Lastly, as is the case with many critical minerals, demand for nickel has simply grown at a far faster rate than supply.

Importance of sustainable nickel production

To ensure the sustainable production of critical mineral resources, European regulators introduced the EU Battery Regulation.

A legislative framework encompassing the entire battery lifecycle, the regulation requires battery manufacturers to report the carbon footprint of battery production. This includes not only manufacturing, but also mining and processing. Additionally, if this footprint exceeds a maximum value, a company may potentially be restricted from participating in Europe's battery market.

The EU Battery Regulation went into full effect on February 18, 2024.

Because the creation of battery-grade nickel is historically a resource-intensive process with a large carbon footprint, ensuring sustainable production represents a considerable challenge. Fortunately, emerging production methods, such as high-pressure acid leaching alongside the use of sustainable power, may potentially enable net-zero nickel production. Nickel deposits that require minimal processing can also prove helpful.

Notable nickel projects

As noted by S&P Global Market Intelligence, major nickel discoveries in recent years have been relatively scarce. As such, larger companies such as Vale (NYSE:VALE), Glencore (LSE:GLEN,OTC Pink:GLCNF) and Eramet (EPA:ERA) are expected to play a major role in shoring up Europe's nickel supply chain. With that said, two mining and exploration companies in Europe display promise in terms of nickel production.

Nordic Nickel (ASX:NNL)

Nordic Nickel has two district-scale nickel-copper exploration assets in the Central Lapland Greenstone Belt of Northern Finland, totaling 515 square kilometres. Situated in what many have come to regard as the world's newest major nickel sulphide districts, the projects will further benefit from the country's extensive mining history and commitment to incentivising battery metals projects.

Nordic Nickel's Pulju project contains the Hotinvaara prospect area, which has a JORC resource of 418 million tonnes at 0.21 percent nickel, 0.01 percent cobalt and 53 parts per million copper for 862,800 tonnes of contained nickel, 40,000 tonnes of contained cobalt and 22,100 tonnes of contained copper. Hotinvaara represents only 2 percent of the total Pulju project exploration area and the remainder of the belt remains highly prospective for high-grade massive nickel sulphide and extensive shallow disseminated nickel mineralisation across 35 kilometres of prospective strike.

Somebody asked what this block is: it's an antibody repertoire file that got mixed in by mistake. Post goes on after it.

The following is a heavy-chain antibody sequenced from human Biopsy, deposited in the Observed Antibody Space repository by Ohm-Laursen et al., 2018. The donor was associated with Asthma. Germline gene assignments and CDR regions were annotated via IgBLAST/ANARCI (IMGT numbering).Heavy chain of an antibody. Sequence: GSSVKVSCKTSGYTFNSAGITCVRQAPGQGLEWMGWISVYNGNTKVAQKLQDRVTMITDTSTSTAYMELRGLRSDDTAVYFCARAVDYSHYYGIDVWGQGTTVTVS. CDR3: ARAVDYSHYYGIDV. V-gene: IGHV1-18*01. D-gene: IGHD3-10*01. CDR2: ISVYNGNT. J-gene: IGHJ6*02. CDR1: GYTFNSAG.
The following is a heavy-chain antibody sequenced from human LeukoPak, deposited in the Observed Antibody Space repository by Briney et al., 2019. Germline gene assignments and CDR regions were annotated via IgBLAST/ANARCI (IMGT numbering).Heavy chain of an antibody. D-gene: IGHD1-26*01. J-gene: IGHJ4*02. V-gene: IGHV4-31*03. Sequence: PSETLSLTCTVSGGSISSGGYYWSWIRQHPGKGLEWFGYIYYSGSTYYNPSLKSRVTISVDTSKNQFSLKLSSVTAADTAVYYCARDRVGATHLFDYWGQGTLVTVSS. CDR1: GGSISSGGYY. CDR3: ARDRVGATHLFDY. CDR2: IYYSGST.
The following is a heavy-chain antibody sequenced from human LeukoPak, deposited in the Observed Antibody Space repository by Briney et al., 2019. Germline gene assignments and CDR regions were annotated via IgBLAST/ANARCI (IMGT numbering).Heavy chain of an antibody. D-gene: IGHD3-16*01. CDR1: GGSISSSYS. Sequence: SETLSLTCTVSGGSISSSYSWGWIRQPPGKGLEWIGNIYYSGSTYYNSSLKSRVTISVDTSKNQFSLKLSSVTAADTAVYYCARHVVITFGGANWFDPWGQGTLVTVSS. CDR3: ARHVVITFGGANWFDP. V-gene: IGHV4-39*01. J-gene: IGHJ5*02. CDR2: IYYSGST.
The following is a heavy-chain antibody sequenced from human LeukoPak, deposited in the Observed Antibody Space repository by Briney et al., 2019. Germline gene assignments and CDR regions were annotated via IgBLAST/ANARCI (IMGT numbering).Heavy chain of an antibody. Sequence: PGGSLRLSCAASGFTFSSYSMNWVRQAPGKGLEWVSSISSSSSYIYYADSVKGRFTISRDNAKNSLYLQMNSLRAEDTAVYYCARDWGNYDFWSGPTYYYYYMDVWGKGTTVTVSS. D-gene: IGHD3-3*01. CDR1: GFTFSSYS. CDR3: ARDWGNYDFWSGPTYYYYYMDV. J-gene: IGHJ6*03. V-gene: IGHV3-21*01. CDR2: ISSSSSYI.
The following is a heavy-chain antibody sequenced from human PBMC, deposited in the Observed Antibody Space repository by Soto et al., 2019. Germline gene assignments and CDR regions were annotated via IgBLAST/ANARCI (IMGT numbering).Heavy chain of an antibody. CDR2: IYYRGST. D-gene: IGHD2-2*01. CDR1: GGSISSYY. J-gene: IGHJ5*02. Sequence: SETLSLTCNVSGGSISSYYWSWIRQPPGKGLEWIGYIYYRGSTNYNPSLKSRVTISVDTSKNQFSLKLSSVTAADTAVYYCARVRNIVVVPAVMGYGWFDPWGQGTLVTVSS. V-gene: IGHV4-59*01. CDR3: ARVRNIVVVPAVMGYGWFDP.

Nordic’s second project, the Maaninkijoki 3 project, also contains highly prospective ultramafic lithologies similar to the nearby Sakatti deposit.

Kuniko (ASX:KNI)

Kuniko holds roughly 1,065 square kilometres of exclusive license areas in Norway. Its assets are highly prospective for nickel, cobalt and copper, making the company ideally positioned to become a major supplier in the EU battery production chain. As with Nordic Nickel's projects in Finland, Kuniko's projects will benefit from Norway's rich mining history and dedication to supporting critical resource projects.

Investor takeaway

Many investors overlook the potential of nickel as a critical resource investment, owing to its ubiquity and volatility. Given current market trends and ongoing exploration and discovery, nickel’s significant investment opportunity can no longer be ignored. Nickel has immense potential as an investment — specifically, if a company can produce it sustainably and gain access to the European electric vehicle battery production value chain.

This INNSpired article is sponsored by Nordic Nickel (ASX:NNL). This INNSpired article provides information which was sourced by the Investing News Network (INN) and approved by Nordic Nickelin order to help investors learn more about the company. Nordic Nickelis a client of INN. The company’s campaign fees pay for INN to create and update this INNSpired article.

This INNSpired article was written according to INN editorial standards to educate investors.

INN does not provide investment advice and the information on this profile should not be considered a recommendation to buy or sell any security. INN does not endorse or recommend the business, products, services or securities of any company profiled.

The information contained here is for information purposes only and is not to be construed as an offer or solicitation for the sale or purchase of securities. Readers should conduct their own research for all information publicly available concerning the company. Prior to making any investment decision, it is recommended that readers consult directly with Nordic Nickel and seek advice from a qualified investment advisor.

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  • Growth strategies
  • Upcoming projects